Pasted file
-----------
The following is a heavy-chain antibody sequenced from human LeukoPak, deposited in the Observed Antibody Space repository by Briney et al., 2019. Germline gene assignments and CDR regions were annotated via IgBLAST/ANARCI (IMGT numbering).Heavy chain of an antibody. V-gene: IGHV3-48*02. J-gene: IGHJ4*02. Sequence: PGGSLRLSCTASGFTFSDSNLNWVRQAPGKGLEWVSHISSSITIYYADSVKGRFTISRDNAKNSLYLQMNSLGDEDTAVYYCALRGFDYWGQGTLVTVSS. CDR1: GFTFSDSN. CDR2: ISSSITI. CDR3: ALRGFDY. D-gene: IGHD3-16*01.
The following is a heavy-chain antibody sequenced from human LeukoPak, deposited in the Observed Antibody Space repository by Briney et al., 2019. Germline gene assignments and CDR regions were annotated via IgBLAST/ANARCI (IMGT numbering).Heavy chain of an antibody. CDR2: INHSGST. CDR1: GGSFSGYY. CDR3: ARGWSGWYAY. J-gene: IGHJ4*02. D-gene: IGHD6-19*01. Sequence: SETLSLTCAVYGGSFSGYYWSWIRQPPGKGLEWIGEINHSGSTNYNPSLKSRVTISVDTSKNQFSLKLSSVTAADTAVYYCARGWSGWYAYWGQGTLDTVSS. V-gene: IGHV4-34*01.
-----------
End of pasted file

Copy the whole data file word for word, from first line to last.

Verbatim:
The following is a heavy-chain antibody sequenced from human LeukoPak, deposited in the Observed Antibody Space repository by Briney et al., 2019. Germline gene assignments and CDR regions were annotated via IgBLAST/ANARCI (IMGT numbering).Heavy chain of an antibody. V-gene: IGHV3-48*02. J-gene: IGHJ4*02. Sequence: PGGSLRLSCTASGFTFSDSNLNWVRQAPGKGLEWVSHISSSITIYYADSVKGRFTISRDNAKNSLYLQMNSLGDEDTAVYYCALRGFDYWGQGTLVTVSS. CDR1: GFTFSDSN. CDR2: ISSSITI. CDR3: ALRGFDY. D-gene: IGHD3-16*01.
The following is a heavy-chain antibody sequenced from human LeukoPak, deposited in the Observed Antibody Space repository by Briney et al., 2019. Germline gene assignments and CDR regions were annotated via IgBLAST/ANARCI (IMGT numbering).Heavy chain of an antibody. CDR2: INHSGST. CDR1: GGSFSGYY. CDR3: ARGWSGWYAY. J-gene: IGHJ4*02. D-gene: IGHD6-19*01. Sequence: SETLSLTCAVYGGSFSGYYWSWIRQPPGKGLEWIGEINHSGSTNYNPSLKSRVTISVDTSKNQFSLKLSSVTAADTAVYYCARGWSGWYAYWGQGTLDTVSS. V-gene: IGHV4-34*01.